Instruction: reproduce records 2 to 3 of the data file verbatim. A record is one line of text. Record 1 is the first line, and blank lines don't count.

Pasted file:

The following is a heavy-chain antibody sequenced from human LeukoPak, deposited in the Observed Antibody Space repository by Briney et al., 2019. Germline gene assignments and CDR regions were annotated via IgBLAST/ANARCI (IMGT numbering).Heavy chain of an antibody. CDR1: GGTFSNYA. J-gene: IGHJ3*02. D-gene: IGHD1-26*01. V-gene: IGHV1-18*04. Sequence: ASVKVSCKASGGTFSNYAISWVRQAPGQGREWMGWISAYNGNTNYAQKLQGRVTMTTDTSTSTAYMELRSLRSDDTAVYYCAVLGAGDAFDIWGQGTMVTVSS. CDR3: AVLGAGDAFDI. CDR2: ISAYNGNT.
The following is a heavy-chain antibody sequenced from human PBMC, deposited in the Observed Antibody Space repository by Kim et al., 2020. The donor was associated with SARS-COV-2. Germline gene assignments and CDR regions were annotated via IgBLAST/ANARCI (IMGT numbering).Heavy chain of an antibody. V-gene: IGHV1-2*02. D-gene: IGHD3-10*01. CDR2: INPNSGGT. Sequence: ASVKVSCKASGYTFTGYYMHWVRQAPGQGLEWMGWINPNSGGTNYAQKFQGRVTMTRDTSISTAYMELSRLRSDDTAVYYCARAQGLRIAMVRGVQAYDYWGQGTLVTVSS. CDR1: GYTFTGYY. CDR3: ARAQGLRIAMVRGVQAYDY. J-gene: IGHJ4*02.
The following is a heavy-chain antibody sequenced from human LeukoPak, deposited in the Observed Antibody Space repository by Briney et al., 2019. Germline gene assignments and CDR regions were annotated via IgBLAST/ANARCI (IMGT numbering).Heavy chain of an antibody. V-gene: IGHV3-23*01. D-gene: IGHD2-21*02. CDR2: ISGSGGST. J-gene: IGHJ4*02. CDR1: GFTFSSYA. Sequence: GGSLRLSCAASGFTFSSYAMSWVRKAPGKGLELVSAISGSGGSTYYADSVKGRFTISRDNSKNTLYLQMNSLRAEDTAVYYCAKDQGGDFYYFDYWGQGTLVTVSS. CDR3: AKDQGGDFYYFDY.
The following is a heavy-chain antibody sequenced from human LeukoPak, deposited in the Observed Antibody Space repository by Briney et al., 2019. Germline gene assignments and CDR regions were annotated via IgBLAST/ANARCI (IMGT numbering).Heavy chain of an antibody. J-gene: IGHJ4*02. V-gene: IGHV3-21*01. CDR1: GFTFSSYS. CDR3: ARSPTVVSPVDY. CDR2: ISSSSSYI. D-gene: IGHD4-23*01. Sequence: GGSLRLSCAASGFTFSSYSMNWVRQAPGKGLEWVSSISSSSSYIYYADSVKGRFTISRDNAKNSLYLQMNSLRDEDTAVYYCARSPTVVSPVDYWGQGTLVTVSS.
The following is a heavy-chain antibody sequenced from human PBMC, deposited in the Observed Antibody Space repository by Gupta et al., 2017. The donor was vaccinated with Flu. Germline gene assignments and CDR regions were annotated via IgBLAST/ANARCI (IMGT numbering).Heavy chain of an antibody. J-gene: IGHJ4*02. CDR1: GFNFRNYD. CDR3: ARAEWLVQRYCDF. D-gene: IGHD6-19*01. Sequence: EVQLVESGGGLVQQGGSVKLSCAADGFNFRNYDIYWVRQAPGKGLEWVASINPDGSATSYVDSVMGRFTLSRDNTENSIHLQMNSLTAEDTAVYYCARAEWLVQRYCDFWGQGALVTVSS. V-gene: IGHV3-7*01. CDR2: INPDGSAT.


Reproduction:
The following is a heavy-chain antibody sequenced from human PBMC, deposited in the Observed Antibody Space repository by Kim et al., 2020. The donor was associated with SARS-COV-2. Germline gene assignments and CDR regions were annotated via IgBLAST/ANARCI (IMGT numbering).Heavy chain of an antibody. V-gene: IGHV1-2*02. D-gene: IGHD3-10*01. CDR2: INPNSGGT. Sequence: ASVKVSCKASGYTFTGYYMHWVRQAPGQGLEWMGWINPNSGGTNYAQKFQGRVTMTRDTSISTAYMELSRLRSDDTAVYYCARAQGLRIAMVRGVQAYDYWGQGTLVTVSS. CDR1: GYTFTGYY. CDR3: ARAQGLRIAMVRGVQAYDY. J-gene: IGHJ4*02.
The following is a heavy-chain antibody sequenced from human LeukoPak, deposited in the Observed Antibody Space repository by Briney et al., 2019. Germline gene assignments and CDR regions were annotated via IgBLAST/ANARCI (IMGT numbering).Heavy chain of an antibody. V-gene: IGHV3-23*01. D-gene: IGHD2-21*02. CDR2: ISGSGGST. J-gene: IGHJ4*02. CDR1: GFTFSSYA. Sequence: GGSLRLSCAASGFTFSSYAMSWVRKAPGKGLELVSAISGSGGSTYYADSVKGRFTISRDNSKNTLYLQMNSLRAEDTAVYYCAKDQGGDFYYFDYWGQGTLVTVSS. CDR3: AKDQGGDFYYFDY.